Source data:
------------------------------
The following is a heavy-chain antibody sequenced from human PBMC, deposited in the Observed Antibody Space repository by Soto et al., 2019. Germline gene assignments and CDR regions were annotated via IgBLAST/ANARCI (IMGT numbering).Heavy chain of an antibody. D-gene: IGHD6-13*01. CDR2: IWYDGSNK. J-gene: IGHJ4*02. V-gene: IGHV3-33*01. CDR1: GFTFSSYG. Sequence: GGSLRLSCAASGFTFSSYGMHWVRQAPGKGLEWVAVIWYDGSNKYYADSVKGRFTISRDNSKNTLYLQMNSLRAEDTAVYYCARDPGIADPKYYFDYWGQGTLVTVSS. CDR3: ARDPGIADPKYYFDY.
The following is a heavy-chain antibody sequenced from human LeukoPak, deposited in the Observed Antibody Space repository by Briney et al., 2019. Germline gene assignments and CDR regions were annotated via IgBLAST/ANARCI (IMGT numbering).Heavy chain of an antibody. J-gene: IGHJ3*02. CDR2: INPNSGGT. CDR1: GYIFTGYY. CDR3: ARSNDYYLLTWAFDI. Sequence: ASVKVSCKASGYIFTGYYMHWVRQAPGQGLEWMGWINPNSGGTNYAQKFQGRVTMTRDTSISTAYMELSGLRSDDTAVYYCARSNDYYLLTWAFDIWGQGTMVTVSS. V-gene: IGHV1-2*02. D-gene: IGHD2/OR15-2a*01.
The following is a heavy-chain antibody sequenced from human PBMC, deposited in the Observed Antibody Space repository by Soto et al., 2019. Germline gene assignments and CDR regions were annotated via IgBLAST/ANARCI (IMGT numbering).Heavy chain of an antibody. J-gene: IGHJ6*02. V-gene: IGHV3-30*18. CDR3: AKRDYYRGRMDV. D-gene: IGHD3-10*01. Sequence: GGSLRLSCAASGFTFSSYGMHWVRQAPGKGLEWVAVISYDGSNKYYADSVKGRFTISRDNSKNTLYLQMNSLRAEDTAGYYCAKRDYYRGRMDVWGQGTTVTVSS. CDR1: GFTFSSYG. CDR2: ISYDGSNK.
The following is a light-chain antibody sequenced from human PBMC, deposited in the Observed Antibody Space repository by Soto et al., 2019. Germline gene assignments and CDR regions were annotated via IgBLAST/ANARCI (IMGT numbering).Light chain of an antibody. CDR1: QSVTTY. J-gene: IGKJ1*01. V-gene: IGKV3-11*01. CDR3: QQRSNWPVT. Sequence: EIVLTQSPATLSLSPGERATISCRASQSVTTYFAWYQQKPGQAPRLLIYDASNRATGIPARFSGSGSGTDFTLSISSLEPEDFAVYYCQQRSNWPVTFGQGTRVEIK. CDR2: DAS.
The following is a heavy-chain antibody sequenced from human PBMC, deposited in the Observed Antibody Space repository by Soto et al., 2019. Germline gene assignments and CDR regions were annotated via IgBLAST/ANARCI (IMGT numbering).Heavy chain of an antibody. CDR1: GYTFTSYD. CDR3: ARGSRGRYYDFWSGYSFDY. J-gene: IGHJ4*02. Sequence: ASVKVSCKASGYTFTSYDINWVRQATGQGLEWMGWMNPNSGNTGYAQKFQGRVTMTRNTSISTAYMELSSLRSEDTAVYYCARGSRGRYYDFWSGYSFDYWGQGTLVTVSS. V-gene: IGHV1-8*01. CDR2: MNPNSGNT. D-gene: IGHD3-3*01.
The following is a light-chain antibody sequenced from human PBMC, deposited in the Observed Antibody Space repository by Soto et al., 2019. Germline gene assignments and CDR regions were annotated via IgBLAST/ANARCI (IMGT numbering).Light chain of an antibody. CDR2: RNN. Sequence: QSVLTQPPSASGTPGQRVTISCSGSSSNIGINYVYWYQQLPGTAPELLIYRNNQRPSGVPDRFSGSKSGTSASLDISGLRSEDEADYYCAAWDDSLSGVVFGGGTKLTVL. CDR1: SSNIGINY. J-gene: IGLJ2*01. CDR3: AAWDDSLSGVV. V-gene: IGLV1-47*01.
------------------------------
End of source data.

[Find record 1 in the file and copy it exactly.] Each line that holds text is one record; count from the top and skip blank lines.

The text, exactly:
The following is a heavy-chain antibody sequenced from human PBMC, deposited in the Observed Antibody Space repository by Soto et al., 2019. Germline gene assignments and CDR regions were annotated via IgBLAST/ANARCI (IMGT numbering).Heavy chain of an antibody. D-gene: IGHD6-13*01. CDR2: IWYDGSNK. J-gene: IGHJ4*02. V-gene: IGHV3-33*01. CDR1: GFTFSSYG. Sequence: GGSLRLSCAASGFTFSSYGMHWVRQAPGKGLEWVAVIWYDGSNKYYADSVKGRFTISRDNSKNTLYLQMNSLRAEDTAVYYCARDPGIADPKYYFDYWGQGTLVTVSS. CDR3: ARDPGIADPKYYFDY.